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The Scientist qua Policy Advisor Makes Value Judgments

Published online by Cambridge University Press:  01 January 2022

Abstract

Richard Rudner famously argues that the communication of scientific advice to policy makers involves ethical value judgments. His argument has, however, been rightly criticized. This article revives Rudner's conclusion, by strengthening both his lines of argument: we generalize his initial assumption regarding the form in which scientists must communicate their results and complete his ‘backup’ argument by appealing to the difference between private and public decisions. Our conclusion that science advisors must, for deep-seated pragmatic reasons, make value judgments is further bolstered by reflections on how the scientific contribution to policy is far less straightforward than the Rudner-style model suggests.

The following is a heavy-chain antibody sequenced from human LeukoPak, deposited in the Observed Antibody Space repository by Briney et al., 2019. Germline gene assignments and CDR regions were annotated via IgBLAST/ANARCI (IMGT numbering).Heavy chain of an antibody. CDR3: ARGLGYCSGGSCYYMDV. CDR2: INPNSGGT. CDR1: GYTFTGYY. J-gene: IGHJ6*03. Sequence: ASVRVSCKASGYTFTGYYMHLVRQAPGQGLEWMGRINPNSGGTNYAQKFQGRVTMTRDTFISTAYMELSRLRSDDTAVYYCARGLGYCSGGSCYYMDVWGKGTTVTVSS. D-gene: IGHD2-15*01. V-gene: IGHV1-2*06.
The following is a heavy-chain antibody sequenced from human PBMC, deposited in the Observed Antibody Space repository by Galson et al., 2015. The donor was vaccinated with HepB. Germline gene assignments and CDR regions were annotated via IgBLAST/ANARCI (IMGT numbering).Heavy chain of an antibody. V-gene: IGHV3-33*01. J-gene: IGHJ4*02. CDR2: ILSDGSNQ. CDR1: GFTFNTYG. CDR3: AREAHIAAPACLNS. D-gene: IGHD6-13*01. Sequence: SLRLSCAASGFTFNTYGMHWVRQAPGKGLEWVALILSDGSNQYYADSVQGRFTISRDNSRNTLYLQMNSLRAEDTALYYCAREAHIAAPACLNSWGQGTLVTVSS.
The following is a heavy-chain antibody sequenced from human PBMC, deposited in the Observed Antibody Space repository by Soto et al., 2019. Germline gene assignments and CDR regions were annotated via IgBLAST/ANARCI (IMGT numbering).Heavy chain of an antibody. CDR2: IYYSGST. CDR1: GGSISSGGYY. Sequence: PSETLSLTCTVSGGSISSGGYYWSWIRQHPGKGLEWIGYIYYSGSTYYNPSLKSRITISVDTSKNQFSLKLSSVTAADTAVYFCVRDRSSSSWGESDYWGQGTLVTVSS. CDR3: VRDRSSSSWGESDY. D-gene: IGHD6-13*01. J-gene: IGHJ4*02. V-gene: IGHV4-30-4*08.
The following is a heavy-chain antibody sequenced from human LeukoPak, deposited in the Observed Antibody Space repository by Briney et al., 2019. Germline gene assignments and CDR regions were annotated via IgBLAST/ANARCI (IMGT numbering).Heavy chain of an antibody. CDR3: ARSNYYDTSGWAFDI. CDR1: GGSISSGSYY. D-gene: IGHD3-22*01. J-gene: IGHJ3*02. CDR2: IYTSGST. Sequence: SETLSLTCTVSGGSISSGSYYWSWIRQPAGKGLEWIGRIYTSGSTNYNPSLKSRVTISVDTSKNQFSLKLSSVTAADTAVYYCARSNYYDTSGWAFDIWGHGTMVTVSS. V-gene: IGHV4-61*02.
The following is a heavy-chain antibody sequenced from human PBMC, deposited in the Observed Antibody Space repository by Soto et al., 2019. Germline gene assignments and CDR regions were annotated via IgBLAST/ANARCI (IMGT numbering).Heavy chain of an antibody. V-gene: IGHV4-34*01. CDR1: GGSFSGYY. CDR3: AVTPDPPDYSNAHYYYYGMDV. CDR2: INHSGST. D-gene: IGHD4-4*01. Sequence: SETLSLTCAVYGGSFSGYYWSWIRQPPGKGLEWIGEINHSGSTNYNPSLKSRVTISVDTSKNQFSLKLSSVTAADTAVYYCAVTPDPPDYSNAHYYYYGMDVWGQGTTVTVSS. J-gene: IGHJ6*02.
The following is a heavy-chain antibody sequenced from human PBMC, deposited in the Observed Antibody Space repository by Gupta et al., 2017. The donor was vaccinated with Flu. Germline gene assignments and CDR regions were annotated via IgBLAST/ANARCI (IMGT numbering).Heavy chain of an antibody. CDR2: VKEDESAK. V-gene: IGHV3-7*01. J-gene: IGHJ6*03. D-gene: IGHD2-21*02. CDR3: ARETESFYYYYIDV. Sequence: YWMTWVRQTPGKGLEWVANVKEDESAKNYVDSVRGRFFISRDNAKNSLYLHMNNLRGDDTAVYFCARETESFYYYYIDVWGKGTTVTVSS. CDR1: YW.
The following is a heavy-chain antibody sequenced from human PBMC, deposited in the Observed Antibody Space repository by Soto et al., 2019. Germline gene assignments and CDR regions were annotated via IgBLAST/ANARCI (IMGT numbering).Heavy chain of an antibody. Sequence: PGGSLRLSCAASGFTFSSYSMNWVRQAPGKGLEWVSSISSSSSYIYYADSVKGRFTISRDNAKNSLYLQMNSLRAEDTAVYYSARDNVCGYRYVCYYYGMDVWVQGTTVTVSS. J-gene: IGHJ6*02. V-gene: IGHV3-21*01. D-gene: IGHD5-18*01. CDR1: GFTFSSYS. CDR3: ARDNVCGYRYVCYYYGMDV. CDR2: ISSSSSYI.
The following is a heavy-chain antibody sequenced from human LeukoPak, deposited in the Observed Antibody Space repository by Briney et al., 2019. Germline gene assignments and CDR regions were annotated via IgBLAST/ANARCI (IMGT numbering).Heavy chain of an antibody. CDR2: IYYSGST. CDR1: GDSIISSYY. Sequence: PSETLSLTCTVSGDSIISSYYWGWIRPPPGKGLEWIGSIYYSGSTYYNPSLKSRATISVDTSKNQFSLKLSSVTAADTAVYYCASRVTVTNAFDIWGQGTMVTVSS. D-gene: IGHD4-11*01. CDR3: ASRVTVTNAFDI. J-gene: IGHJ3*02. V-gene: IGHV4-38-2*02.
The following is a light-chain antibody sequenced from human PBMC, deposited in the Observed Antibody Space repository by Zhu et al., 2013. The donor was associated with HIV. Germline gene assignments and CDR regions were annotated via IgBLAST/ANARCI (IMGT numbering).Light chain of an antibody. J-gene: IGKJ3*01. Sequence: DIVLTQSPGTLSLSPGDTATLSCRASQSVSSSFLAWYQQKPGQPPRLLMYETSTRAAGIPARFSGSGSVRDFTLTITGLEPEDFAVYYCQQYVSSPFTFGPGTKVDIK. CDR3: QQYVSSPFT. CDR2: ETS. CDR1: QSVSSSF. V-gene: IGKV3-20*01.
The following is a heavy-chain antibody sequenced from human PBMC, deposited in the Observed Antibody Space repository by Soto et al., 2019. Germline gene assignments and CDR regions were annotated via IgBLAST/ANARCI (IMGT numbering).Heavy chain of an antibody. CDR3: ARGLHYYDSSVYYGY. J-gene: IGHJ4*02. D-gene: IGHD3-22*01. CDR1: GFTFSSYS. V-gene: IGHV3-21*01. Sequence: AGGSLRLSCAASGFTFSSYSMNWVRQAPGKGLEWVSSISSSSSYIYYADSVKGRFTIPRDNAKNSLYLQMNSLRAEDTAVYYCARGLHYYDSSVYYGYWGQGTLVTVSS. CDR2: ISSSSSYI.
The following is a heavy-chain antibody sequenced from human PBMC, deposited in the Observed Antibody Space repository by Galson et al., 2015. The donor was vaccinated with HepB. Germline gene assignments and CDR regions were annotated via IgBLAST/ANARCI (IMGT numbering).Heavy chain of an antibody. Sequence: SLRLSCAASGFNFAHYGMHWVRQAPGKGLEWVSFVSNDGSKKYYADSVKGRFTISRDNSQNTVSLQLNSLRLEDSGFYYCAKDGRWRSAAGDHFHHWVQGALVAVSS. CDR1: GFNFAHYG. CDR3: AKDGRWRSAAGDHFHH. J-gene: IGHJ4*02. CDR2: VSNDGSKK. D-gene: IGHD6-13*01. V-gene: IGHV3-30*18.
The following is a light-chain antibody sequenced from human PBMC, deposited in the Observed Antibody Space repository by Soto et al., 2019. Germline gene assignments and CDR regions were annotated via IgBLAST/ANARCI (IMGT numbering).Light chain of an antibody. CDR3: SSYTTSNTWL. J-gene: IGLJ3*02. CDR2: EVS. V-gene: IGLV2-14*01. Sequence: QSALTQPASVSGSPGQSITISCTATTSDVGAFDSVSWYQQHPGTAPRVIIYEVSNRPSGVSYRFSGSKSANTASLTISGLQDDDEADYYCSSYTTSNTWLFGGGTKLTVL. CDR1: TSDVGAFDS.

Type
Norms of Science and Science Policy
Copyright
Copyright © The Philosophy of Science Association

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Footnotes

Many thanks to Jan Sprenger, Jack Justus, Helen Regan, Hasok Chang, Rosa Runhardt, and Kevin Elliott for valuable feedback and comments on earlier versions of this article.

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